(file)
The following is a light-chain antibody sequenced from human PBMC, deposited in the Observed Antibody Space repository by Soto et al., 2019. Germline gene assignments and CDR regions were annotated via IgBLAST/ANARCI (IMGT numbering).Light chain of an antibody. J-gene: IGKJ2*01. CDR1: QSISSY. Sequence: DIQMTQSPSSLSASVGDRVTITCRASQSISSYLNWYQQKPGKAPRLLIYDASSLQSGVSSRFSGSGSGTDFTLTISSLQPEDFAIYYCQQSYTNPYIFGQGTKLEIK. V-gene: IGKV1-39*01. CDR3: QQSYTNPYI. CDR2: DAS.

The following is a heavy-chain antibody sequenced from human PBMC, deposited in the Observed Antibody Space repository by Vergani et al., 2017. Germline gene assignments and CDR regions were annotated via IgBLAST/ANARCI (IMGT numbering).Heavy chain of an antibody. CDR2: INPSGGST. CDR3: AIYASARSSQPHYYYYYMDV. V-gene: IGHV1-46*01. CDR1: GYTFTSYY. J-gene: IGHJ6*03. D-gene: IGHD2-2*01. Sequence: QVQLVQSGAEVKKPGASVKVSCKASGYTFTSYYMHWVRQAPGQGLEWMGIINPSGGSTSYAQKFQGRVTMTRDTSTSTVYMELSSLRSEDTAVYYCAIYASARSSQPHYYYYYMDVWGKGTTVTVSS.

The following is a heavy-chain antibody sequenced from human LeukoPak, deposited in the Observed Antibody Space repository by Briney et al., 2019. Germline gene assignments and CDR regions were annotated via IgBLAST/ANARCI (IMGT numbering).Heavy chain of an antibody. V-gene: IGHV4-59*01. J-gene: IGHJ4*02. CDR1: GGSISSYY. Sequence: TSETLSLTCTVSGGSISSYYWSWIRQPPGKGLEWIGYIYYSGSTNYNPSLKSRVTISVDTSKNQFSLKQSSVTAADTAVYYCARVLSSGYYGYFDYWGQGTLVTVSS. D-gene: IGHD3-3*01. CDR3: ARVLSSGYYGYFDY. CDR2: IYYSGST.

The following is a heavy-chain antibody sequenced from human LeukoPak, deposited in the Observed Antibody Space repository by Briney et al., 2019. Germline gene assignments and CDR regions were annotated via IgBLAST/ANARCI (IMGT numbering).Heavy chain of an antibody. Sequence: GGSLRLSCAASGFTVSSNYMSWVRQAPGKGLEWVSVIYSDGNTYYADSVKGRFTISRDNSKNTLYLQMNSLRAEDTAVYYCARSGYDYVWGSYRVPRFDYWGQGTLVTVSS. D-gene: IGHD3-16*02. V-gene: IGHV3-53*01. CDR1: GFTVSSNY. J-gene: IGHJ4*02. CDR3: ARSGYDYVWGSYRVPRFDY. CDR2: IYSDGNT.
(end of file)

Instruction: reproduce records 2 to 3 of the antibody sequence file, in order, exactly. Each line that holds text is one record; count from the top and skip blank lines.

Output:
The following is a heavy-chain antibody sequenced from human PBMC, deposited in the Observed Antibody Space repository by Vergani et al., 2017. Germline gene assignments and CDR regions were annotated via IgBLAST/ANARCI (IMGT numbering).Heavy chain of an antibody. CDR2: INPSGGST. CDR3: AIYASARSSQPHYYYYYMDV. V-gene: IGHV1-46*01. CDR1: GYTFTSYY. J-gene: IGHJ6*03. D-gene: IGHD2-2*01. Sequence: QVQLVQSGAEVKKPGASVKVSCKASGYTFTSYYMHWVRQAPGQGLEWMGIINPSGGSTSYAQKFQGRVTMTRDTSTSTVYMELSSLRSEDTAVYYCAIYASARSSQPHYYYYYMDVWGKGTTVTVSS.

The following is a heavy-chain antibody sequenced from human LeukoPak, deposited in the Observed Antibody Space repository by Briney et al., 2019. Germline gene assignments and CDR regions were annotated via IgBLAST/ANARCI (IMGT numbering).Heavy chain of an antibody. V-gene: IGHV4-59*01. J-gene: IGHJ4*02. CDR1: GGSISSYY. Sequence: TSETLSLTCTVSGGSISSYYWSWIRQPPGKGLEWIGYIYYSGSTNYNPSLKSRVTISVDTSKNQFSLKQSSVTAADTAVYYCARVLSSGYYGYFDYWGQGTLVTVSS. D-gene: IGHD3-3*01. CDR3: ARVLSSGYYGYFDY. CDR2: IYYSGST.